HomeTelemedical drone could have global implications

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“What we have here is truly a telemedical kit,” said Italo Subbarao, a doctor with William Carey University’s College of Osteopathic Medicine. “It has diagnostic and treatment capability. That’s what makes it unique and gives it more utility.”Subbarao and third-year Carey medical student Guy Paul Cooper Jr. have invented the first fully-equipped telemedical drone. The two have been working on the project since 2014. The name of the drone? HIRO, pronounced “hero,” for Healthcare Integrated Rescue Operations.

HIRO is capable of carrying an advanced 20-pound telemedical kit and delivering it to someone in medical need in areas where emergency personnel may not be able to reach quickly, Subbarao said. The drone is remotely controlled and has a GPS transmitter.”It allows us to get the location in a very precise way,” he said. “We could ask them to enable their phone to have GPS, or they could give us any physical features (of the terrain).”Cooper envisions many scenarios where the drone could be a lifesaver.

“When someone is on the side of a mountain and has an allergic reaction, we could send in the drone with an EpiPen and stabilize him until rescuers can get there,” he said.Cooper said the drone could also fly three miles off the coast to someone on a boat who is in medical trouble.The idea for the drone began when Subbarao and Cooper were studying the aftermath of the EF4 tornado that hit Hattiesburg in February 2013.635811246878312193-Telemedical-Drone-6

“We realized there were a lot of folks in the community and a lot of folks in need, and the community responded, but the question is, can we do more?” Subbarao said. “If their roof is collapsed or their grandmother is hurt, why couldn’t we send an unmanned telemedical drone over the area?”He said during a widespread event such as a tornado, the need is definitely there.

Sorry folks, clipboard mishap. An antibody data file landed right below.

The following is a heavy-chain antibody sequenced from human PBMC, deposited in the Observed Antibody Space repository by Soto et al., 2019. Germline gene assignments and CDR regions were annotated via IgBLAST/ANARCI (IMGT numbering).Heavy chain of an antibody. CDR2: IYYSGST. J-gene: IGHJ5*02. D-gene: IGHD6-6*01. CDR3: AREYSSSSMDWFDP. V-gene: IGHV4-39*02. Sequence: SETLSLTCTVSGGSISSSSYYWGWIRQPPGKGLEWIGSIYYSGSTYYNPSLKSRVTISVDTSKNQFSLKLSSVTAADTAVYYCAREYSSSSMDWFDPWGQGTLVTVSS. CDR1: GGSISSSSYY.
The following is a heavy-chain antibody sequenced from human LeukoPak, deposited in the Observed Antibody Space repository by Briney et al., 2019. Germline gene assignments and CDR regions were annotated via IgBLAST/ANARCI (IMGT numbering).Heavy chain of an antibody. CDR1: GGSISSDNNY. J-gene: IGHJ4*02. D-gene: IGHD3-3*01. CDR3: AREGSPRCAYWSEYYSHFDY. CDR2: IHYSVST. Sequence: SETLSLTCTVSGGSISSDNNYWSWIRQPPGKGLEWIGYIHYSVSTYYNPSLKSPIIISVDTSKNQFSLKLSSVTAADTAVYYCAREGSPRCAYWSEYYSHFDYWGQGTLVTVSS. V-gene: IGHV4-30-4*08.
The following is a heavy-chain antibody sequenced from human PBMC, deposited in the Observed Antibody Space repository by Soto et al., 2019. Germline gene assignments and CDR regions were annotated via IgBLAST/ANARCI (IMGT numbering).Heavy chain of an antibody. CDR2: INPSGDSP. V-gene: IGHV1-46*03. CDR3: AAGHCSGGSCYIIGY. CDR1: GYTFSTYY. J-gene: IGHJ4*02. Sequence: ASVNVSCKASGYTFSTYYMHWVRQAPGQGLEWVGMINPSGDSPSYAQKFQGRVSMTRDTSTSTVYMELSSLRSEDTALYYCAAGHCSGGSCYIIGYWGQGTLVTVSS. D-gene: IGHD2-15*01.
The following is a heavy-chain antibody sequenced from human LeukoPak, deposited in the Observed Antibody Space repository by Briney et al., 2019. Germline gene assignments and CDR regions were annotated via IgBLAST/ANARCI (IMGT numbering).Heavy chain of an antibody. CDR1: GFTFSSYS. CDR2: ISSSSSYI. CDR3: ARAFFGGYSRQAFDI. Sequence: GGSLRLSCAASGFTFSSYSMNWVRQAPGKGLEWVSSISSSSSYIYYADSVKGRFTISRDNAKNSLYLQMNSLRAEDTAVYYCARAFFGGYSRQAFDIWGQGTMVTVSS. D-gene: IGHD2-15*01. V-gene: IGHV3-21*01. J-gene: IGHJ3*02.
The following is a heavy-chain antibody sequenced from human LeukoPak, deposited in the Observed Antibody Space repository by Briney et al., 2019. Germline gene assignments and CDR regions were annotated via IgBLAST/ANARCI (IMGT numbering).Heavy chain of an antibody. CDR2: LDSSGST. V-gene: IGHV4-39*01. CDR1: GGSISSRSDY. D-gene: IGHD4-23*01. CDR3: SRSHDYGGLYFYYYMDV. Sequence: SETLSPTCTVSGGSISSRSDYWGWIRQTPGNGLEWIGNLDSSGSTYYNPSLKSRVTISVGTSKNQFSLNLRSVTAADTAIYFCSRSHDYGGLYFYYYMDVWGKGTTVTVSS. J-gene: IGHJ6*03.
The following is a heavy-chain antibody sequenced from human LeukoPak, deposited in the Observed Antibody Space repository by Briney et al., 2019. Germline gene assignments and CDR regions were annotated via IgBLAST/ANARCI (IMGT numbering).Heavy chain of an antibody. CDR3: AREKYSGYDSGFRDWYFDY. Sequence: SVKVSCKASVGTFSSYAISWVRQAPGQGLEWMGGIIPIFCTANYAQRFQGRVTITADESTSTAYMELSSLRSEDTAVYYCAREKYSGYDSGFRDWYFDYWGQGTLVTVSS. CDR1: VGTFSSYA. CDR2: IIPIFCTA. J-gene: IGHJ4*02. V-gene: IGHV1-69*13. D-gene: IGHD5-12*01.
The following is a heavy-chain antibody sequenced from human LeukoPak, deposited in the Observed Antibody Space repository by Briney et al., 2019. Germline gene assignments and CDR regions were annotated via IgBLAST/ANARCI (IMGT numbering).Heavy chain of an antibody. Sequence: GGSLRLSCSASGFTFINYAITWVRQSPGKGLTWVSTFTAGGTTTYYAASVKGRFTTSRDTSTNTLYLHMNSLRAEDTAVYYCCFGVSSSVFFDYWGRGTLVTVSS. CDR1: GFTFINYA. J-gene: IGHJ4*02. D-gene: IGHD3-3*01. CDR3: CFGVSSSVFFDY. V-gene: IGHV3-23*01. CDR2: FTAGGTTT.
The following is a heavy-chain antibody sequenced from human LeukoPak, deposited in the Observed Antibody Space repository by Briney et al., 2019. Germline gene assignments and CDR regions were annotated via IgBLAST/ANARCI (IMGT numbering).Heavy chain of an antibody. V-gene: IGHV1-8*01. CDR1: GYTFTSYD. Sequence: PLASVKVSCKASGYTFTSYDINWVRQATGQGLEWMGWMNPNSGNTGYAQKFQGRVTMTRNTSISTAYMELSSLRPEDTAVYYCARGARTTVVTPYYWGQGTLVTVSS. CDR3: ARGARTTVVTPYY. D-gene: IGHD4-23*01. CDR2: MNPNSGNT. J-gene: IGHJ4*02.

“In seeing there were so many people affected by the event and so many people in need, and you only have a few ambulances — if we saw somebody in need, we could come and drop that kit and provide care,” Subbarao said. “It would arrive before the ambulance, and it would bridge the time before the ambulance arrived.”Kyle Hopkins, operations officer for Forrest County Emergency Management Agency, thinks the telemedical drone could be helpful.

“I’ve seen drones before, but none that were as specific as that for healthcare purposes,” he said. “It’s a good concept that could potentially be lifesaving.”Subbarao hopes to eventually deploy a fleet of HIROs throughout the state and the nation, particularly to underserved areas. The drone could also go into dangerous situations where a human might not want to go.”If there’s an epidemic disease somewhere or a hazardous place, we could equip this drone with sensors to tell us what the chemical is, and it could even bring antidotes to the chemical,” Subbarao said.